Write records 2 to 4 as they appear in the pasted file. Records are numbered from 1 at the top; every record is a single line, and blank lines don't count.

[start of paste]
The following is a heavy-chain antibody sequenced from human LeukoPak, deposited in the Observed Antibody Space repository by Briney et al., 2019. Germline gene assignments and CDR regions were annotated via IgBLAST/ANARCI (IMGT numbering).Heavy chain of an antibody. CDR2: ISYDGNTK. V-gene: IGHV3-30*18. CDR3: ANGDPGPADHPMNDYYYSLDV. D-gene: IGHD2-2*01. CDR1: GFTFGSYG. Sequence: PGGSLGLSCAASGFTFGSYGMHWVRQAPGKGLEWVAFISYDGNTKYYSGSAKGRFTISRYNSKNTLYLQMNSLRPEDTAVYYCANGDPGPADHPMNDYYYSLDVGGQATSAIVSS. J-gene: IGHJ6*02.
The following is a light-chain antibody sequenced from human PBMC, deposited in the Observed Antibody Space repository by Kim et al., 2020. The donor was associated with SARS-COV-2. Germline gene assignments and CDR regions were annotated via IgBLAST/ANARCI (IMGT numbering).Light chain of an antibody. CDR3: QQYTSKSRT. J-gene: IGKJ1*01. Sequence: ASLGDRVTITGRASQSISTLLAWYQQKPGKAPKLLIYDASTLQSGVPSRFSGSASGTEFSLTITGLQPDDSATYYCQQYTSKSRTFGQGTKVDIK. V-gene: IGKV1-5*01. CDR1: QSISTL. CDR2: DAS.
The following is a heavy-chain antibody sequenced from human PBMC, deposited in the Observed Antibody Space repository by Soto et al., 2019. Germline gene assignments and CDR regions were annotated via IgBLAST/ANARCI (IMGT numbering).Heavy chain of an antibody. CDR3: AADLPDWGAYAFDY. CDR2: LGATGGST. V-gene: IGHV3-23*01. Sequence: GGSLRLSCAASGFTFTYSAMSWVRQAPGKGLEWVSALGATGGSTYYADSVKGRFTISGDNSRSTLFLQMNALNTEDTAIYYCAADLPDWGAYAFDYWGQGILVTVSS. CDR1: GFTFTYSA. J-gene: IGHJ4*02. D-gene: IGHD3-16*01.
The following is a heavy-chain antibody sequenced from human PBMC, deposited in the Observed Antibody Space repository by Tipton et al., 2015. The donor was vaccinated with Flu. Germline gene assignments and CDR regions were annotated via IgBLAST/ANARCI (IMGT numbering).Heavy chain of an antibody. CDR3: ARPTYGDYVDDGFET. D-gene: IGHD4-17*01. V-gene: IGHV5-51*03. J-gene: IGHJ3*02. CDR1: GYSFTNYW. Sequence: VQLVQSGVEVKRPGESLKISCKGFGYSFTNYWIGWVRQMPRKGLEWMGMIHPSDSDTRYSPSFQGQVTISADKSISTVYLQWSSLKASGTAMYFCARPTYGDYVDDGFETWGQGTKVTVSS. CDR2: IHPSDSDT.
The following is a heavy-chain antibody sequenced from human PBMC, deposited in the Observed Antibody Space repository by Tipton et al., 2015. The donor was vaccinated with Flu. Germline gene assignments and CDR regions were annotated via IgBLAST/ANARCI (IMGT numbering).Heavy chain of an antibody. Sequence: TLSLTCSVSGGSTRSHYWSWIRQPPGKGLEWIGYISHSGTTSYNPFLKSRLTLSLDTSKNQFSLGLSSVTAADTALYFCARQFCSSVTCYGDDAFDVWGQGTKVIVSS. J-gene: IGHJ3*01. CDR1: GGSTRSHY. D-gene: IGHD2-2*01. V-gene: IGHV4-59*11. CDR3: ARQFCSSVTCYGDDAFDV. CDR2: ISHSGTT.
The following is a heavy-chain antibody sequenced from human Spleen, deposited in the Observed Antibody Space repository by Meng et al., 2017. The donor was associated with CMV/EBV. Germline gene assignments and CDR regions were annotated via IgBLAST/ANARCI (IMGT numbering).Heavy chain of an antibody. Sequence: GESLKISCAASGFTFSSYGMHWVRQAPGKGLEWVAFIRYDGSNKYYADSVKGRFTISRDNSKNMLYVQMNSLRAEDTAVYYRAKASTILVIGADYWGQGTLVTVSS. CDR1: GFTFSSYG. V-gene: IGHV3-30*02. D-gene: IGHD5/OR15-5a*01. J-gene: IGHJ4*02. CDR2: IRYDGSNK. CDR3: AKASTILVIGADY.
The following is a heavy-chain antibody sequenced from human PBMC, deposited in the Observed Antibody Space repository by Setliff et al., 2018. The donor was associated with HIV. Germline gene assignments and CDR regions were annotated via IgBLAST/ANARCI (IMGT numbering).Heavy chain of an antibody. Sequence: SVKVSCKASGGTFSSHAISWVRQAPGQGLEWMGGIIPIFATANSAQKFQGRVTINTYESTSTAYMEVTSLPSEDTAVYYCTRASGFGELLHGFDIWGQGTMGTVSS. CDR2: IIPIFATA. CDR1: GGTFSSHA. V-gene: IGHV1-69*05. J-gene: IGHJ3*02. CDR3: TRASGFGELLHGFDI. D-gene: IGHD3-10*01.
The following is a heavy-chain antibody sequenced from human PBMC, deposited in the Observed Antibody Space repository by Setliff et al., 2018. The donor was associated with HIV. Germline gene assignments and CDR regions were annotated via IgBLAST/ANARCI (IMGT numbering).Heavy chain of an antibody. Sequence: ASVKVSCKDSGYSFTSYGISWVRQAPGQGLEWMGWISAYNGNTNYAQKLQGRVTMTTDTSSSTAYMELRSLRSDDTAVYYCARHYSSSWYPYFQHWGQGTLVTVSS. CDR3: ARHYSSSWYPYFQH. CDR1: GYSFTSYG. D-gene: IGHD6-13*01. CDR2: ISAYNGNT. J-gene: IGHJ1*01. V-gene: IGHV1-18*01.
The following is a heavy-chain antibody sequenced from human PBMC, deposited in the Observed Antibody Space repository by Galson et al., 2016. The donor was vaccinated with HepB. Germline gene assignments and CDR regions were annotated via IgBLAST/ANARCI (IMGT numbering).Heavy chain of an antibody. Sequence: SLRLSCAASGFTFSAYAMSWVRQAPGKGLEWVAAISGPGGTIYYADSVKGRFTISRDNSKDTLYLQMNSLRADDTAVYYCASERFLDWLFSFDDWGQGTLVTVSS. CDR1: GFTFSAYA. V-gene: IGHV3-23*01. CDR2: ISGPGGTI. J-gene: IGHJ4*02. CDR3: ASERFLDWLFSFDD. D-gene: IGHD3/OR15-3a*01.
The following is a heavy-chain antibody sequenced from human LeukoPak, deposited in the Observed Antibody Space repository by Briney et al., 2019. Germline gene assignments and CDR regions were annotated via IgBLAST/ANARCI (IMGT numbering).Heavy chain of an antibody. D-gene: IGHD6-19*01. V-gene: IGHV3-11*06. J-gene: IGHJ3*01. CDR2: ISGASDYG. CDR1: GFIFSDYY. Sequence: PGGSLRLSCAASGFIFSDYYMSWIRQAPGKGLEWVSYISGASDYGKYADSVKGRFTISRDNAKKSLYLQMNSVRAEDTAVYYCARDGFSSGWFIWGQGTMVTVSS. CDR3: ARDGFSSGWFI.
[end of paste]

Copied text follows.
The following is a light-chain antibody sequenced from human PBMC, deposited in the Observed Antibody Space repository by Kim et al., 2020. The donor was associated with SARS-COV-2. Germline gene assignments and CDR regions were annotated via IgBLAST/ANARCI (IMGT numbering).Light chain of an antibody. CDR3: QQYTSKSRT. J-gene: IGKJ1*01. Sequence: ASLGDRVTITGRASQSISTLLAWYQQKPGKAPKLLIYDASTLQSGVPSRFSGSASGTEFSLTITGLQPDDSATYYCQQYTSKSRTFGQGTKVDIK. V-gene: IGKV1-5*01. CDR1: QSISTL. CDR2: DAS.
The following is a heavy-chain antibody sequenced from human PBMC, deposited in the Observed Antibody Space repository by Soto et al., 2019. Germline gene assignments and CDR regions were annotated via IgBLAST/ANARCI (IMGT numbering).Heavy chain of an antibody. CDR3: AADLPDWGAYAFDY. CDR2: LGATGGST. V-gene: IGHV3-23*01. Sequence: GGSLRLSCAASGFTFTYSAMSWVRQAPGKGLEWVSALGATGGSTYYADSVKGRFTISGDNSRSTLFLQMNALNTEDTAIYYCAADLPDWGAYAFDYWGQGILVTVSS. CDR1: GFTFTYSA. J-gene: IGHJ4*02. D-gene: IGHD3-16*01.
The following is a heavy-chain antibody sequenced from human PBMC, deposited in the Observed Antibody Space repository by Tipton et al., 2015. The donor was vaccinated with Flu. Germline gene assignments and CDR regions were annotated via IgBLAST/ANARCI (IMGT numbering).Heavy chain of an antibody. CDR3: ARPTYGDYVDDGFET. D-gene: IGHD4-17*01. V-gene: IGHV5-51*03. J-gene: IGHJ3*02. CDR1: GYSFTNYW. Sequence: VQLVQSGVEVKRPGESLKISCKGFGYSFTNYWIGWVRQMPRKGLEWMGMIHPSDSDTRYSPSFQGQVTISADKSISTVYLQWSSLKASGTAMYFCARPTYGDYVDDGFETWGQGTKVTVSS. CDR2: IHPSDSDT.